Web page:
Board members weigh in on effective risk management


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Directors told us that they place a premium on the talent of the individuals tasked with managing the companies they oversee. They see a direct connection between the quality of the strategies and the execution against objectives, and the skills and experience of the management team.

Directors depend on management to effectively navigate the labyrinth of risks faced by their organization, and to support the board as it articulates alternative futures. And, at a more micro level, directors expect management to leverage the range of talent at its disposal as it assesses matters of risk, including functions such as internal audit, general counsel, corporate compliance and environmental health and safety.

Directors are also looking with a keen interest at the talent sitting next to them in the boardroom when significant issues are deliberated. It’s no surprise that board members across the country spoke of the need for diverse talent in terms of professional experience, gender and cultural backgrounds. What we also heard is that directors with deep industry and international experience are valued, as are those with the inclination to ask the “uncomfortable” questions, go against the grain, and speak firmly about what’s on their minds when it comes to the strategy and the risks that matter most.

A changing business environment translates into changing business needs in the C-suite as well as at the board level. One of the directors proposed an interesting exercise for boards: “Evaluate your CEO against the required competencies, skills and experience, and then ask yourself if you would hire the current CEO if the position were vacant.” This highlights the importance of directors always having a clear understanding of the organization’s succession strategy and plans in light of the changing environment, and hiring and developing suitable executives accordingly.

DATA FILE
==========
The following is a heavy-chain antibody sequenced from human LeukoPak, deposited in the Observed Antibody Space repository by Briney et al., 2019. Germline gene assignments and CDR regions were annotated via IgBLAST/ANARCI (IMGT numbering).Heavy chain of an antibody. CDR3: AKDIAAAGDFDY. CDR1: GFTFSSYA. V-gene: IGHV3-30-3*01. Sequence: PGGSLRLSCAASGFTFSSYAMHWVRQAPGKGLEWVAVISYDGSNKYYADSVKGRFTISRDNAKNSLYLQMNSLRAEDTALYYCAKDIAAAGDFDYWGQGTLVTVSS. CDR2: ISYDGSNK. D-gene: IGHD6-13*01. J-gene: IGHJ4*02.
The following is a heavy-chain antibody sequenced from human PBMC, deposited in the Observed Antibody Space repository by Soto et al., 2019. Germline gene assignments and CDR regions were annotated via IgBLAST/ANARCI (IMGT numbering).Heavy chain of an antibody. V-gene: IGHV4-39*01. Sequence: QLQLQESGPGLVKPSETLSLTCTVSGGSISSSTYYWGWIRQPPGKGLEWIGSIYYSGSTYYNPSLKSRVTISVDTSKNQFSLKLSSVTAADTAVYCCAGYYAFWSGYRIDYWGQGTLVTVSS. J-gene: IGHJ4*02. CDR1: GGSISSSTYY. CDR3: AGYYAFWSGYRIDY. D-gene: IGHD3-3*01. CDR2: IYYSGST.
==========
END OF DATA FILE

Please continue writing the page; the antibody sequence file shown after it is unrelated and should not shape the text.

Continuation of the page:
One key factor that’s inextricably linked to hiring and maintaining quality talent, of course, is compensation. An organization’s compensation practices should be tied to performance, and competitive enough to support desired retention targets. Although goals should obviously link to the organization’s growth plan, related incentives such as bonuses should not encourage the C-suite to take unacceptable risks that could endanger the business in the future.

CEOs and other executives should be compensated based on their ability to manage, monitor and find opportunity in risk, and in many cases this may mean that compensation plans will have to vary from person to person. Strong governance is important to encourage behaviours that are consistent with the organization’s core values and culture.